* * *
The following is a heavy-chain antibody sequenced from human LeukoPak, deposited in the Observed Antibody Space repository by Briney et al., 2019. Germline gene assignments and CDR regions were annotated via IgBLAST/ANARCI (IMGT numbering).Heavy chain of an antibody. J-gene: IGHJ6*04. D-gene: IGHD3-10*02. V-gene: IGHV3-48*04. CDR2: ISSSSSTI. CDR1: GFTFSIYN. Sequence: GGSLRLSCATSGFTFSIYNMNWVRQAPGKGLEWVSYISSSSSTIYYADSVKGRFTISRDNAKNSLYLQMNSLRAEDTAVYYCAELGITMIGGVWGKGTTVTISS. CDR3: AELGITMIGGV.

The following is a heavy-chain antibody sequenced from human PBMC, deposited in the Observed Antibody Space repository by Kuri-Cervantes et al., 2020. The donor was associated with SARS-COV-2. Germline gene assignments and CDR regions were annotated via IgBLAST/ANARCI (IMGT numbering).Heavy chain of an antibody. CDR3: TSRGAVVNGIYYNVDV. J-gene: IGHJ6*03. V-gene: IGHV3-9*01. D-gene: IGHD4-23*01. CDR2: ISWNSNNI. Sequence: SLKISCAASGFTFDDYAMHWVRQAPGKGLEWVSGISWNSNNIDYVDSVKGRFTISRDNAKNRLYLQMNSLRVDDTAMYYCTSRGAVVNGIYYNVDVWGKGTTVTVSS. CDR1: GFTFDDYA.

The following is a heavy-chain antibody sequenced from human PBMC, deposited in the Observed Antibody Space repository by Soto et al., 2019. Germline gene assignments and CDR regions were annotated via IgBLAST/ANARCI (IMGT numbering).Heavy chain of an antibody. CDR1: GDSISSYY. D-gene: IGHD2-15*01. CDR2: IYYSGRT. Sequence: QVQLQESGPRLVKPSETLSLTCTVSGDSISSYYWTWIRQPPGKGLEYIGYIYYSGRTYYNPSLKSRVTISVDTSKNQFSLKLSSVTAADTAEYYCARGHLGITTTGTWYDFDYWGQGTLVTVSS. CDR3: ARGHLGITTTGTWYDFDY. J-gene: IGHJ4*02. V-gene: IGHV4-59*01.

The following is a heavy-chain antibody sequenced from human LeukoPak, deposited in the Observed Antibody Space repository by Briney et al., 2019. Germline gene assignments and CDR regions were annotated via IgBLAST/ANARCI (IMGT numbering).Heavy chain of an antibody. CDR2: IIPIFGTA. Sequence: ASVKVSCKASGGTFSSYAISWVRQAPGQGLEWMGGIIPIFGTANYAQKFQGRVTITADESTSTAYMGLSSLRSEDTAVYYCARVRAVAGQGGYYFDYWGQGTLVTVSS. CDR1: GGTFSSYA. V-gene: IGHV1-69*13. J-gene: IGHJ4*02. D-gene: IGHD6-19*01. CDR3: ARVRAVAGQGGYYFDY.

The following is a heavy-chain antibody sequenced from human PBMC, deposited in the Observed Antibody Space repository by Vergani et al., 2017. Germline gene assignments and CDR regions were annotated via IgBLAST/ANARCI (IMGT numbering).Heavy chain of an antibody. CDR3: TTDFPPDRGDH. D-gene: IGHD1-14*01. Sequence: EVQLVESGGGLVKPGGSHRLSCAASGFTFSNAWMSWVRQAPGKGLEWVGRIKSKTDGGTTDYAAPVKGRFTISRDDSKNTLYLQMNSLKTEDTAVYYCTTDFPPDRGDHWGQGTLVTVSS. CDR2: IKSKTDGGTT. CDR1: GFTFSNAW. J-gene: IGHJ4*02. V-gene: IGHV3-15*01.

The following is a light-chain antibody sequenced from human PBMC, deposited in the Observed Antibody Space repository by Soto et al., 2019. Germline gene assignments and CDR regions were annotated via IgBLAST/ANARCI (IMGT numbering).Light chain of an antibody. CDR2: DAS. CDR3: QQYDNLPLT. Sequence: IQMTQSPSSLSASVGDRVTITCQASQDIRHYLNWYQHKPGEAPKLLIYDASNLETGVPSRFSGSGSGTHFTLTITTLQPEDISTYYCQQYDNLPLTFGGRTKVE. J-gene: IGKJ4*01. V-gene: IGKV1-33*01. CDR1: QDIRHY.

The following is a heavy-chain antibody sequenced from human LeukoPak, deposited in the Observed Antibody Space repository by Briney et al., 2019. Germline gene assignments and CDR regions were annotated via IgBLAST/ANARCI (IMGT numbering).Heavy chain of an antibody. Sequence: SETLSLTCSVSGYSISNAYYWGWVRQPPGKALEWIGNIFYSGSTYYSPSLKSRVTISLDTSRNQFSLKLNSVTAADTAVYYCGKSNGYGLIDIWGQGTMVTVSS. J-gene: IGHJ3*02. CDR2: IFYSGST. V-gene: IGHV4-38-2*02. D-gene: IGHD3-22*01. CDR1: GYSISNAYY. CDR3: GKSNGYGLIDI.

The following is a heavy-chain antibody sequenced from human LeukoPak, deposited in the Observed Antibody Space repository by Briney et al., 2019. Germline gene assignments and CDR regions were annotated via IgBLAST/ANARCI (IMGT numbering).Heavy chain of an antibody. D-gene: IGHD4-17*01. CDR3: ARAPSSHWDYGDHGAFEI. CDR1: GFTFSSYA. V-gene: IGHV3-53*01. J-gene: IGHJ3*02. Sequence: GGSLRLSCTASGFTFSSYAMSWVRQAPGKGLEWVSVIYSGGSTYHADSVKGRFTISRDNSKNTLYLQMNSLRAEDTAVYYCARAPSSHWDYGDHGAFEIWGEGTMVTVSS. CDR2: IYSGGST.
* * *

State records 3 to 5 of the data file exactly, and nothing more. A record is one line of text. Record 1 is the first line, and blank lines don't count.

The following is a heavy-chain antibody sequenced from human PBMC, deposited in the Observed Antibody Space repository by Soto et al., 2019. Germline gene assignments and CDR regions were annotated via IgBLAST/ANARCI (IMGT numbering).Heavy chain of an antibody. CDR1: GDSISSYY. D-gene: IGHD2-15*01. CDR2: IYYSGRT. Sequence: QVQLQESGPRLVKPSETLSLTCTVSGDSISSYYWTWIRQPPGKGLEYIGYIYYSGRTYYNPSLKSRVTISVDTSKNQFSLKLSSVTAADTAEYYCARGHLGITTTGTWYDFDYWGQGTLVTVSS. CDR3: ARGHLGITTTGTWYDFDY. J-gene: IGHJ4*02. V-gene: IGHV4-59*01.

The following is a heavy-chain antibody sequenced from human LeukoPak, deposited in the Observed Antibody Space repository by Briney et al., 2019. Germline gene assignments and CDR regions were annotated via IgBLAST/ANARCI (IMGT numbering).Heavy chain of an antibody. CDR2: IIPIFGTA. Sequence: ASVKVSCKASGGTFSSYAISWVRQAPGQGLEWMGGIIPIFGTANYAQKFQGRVTITADESTSTAYMGLSSLRSEDTAVYYCARVRAVAGQGGYYFDYWGQGTLVTVSS. CDR1: GGTFSSYA. V-gene: IGHV1-69*13. J-gene: IGHJ4*02. D-gene: IGHD6-19*01. CDR3: ARVRAVAGQGGYYFDY.

The following is a heavy-chain antibody sequenced from human PBMC, deposited in the Observed Antibody Space repository by Vergani et al., 2017. Germline gene assignments and CDR regions were annotated via IgBLAST/ANARCI (IMGT numbering).Heavy chain of an antibody. CDR3: TTDFPPDRGDH. D-gene: IGHD1-14*01. Sequence: EVQLVESGGGLVKPGGSHRLSCAASGFTFSNAWMSWVRQAPGKGLEWVGRIKSKTDGGTTDYAAPVKGRFTISRDDSKNTLYLQMNSLKTEDTAVYYCTTDFPPDRGDHWGQGTLVTVSS. CDR2: IKSKTDGGTT. CDR1: GFTFSNAW. J-gene: IGHJ4*02. V-gene: IGHV3-15*01.